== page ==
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The ornate carving and painting, together with the beautifully furnished interiors, make the Gypsy caravan a wonderful subject for the patient modelmaker. There is a lot of work in each of these models; if you prefer a simpler caravan model refer to the Bow Top design in the "Model Wheelwright" Plans, and the Reading Van in the Voisey Collection.

Ledge Caravan

The Brush Waggon

Bradford Cart

The Ledge Caravan Click here for list

The ledge is perhaps the most interesting type of caravan, with its stepped body sides and delicate spindle racks underneath. Dunton of Reading was the most renowned of the caravan builders, and this is one of the best surviving examples of his work. It is owned by Reading Borough Museum, and now after being restored is on show to the public at Blake's Lock, Reading. The waggon is covered by carving, which is detailed on the plans. This caravan is not suitable for a beginner, but although it looks complex the basic shape is not difficult, and any competent modelmaker could tackle it. For those wishing to work to exhibition standard it should bring hundreds of hours of pleasure - I would think these plans are the most detailed available for any horse-drawn vehicle.


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The Brush Waggon Click here for list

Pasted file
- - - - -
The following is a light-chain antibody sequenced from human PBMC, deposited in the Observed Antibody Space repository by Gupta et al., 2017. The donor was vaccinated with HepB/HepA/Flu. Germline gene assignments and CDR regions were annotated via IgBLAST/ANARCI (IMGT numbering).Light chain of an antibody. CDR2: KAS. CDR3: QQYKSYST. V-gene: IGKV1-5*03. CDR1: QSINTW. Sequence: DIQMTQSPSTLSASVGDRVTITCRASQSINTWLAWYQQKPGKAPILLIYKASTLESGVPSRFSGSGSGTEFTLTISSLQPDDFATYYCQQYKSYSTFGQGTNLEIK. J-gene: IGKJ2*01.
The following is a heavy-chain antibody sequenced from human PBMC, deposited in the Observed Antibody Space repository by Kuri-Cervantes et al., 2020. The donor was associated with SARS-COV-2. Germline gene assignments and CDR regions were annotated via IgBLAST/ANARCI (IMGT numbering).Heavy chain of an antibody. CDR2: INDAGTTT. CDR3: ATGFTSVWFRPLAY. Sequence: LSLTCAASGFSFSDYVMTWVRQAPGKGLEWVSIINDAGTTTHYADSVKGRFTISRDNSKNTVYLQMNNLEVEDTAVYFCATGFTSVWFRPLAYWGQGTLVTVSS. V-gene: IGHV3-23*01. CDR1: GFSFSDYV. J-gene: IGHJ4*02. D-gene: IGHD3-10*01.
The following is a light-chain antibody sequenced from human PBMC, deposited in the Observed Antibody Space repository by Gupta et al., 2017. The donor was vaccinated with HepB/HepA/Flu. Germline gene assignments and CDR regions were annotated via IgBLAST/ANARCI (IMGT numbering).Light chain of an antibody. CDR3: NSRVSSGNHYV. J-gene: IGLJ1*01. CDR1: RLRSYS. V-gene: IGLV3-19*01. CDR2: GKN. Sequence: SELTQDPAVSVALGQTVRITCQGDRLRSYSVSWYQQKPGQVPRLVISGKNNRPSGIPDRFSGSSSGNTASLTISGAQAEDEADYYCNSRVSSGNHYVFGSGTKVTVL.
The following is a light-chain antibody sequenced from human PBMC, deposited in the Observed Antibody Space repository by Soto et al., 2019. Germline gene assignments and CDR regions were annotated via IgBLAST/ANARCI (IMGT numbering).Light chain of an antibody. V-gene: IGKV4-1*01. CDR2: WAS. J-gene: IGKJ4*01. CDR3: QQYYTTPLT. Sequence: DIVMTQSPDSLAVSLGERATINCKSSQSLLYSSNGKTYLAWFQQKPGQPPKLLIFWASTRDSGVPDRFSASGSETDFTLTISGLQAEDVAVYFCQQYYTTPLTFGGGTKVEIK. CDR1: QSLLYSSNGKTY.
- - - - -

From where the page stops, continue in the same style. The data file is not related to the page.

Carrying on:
For many years it was assumed that the Brush Waggon was extinct, then this beautiful vehicle was discovered by Peter Ingram of Selbourne. These living vans were used by itinerant vendors, and were unique in several ways. An obvious point is that the door is at the rear unlike any other caravan type. This feature was useful because it gave easy access to the van without having to unharness the horse. As well as the normal rib and plank construction body shell, there is an outer layer of cupboards and shelves with beautifully carved rails and spindles surrounding the body. The roof rack was reached by a ladder, usually stowed under the waggon, and was loaded with light but bulky items such as baskets and small chairs. The Brush Waggon is the perfect subject for the model-maker who enjoys small-scale woodcarving and the plans show the exact construction of the racks in enlarged detail.

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These attractive vehicles are still in use by travellers as general-purpose runabouts, and make a dashing outfit behind a frisky, piebald pony. The decoration is in the best tradition of the Gypsy waggon painters - this example belongs to Peter Ingram of Selbourne, and can be seen in his Gypsy Museum, which is alongside the yard and workshop where he paints and renovates the vehicles.

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